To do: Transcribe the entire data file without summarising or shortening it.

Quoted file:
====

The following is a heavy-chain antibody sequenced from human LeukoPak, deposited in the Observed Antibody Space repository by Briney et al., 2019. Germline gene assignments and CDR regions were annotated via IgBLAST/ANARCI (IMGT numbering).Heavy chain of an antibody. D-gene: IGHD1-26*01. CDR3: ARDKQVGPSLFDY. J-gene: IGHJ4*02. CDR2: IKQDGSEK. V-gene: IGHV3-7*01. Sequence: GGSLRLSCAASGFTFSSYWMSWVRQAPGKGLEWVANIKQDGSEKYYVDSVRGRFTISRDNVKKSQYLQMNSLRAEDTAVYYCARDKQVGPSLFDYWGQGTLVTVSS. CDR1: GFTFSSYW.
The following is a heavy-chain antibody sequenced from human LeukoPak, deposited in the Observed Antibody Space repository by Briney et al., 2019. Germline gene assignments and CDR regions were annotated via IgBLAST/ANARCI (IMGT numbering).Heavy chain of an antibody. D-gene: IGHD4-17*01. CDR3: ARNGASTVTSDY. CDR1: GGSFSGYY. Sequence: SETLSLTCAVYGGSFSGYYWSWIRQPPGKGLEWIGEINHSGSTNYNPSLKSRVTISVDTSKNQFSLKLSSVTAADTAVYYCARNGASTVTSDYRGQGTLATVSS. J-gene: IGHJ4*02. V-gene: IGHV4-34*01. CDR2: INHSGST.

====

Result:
The following is a heavy-chain antibody sequenced from human LeukoPak, deposited in the Observed Antibody Space repository by Briney et al., 2019. Germline gene assignments and CDR regions were annotated via IgBLAST/ANARCI (IMGT numbering).Heavy chain of an antibody. D-gene: IGHD1-26*01. CDR3: ARDKQVGPSLFDY. J-gene: IGHJ4*02. CDR2: IKQDGSEK. V-gene: IGHV3-7*01. Sequence: GGSLRLSCAASGFTFSSYWMSWVRQAPGKGLEWVANIKQDGSEKYYVDSVRGRFTISRDNVKKSQYLQMNSLRAEDTAVYYCARDKQVGPSLFDYWGQGTLVTVSS. CDR1: GFTFSSYW.
The following is a heavy-chain antibody sequenced from human LeukoPak, deposited in the Observed Antibody Space repository by Briney et al., 2019. Germline gene assignments and CDR regions were annotated via IgBLAST/ANARCI (IMGT numbering).Heavy chain of an antibody. D-gene: IGHD4-17*01. CDR3: ARNGASTVTSDY. CDR1: GGSFSGYY. Sequence: SETLSLTCAVYGGSFSGYYWSWIRQPPGKGLEWIGEINHSGSTNYNPSLKSRVTISVDTSKNQFSLKLSSVTAADTAVYYCARNGASTVTSDYRGQGTLATVSS. J-gene: IGHJ4*02. V-gene: IGHV4-34*01. CDR2: INHSGST.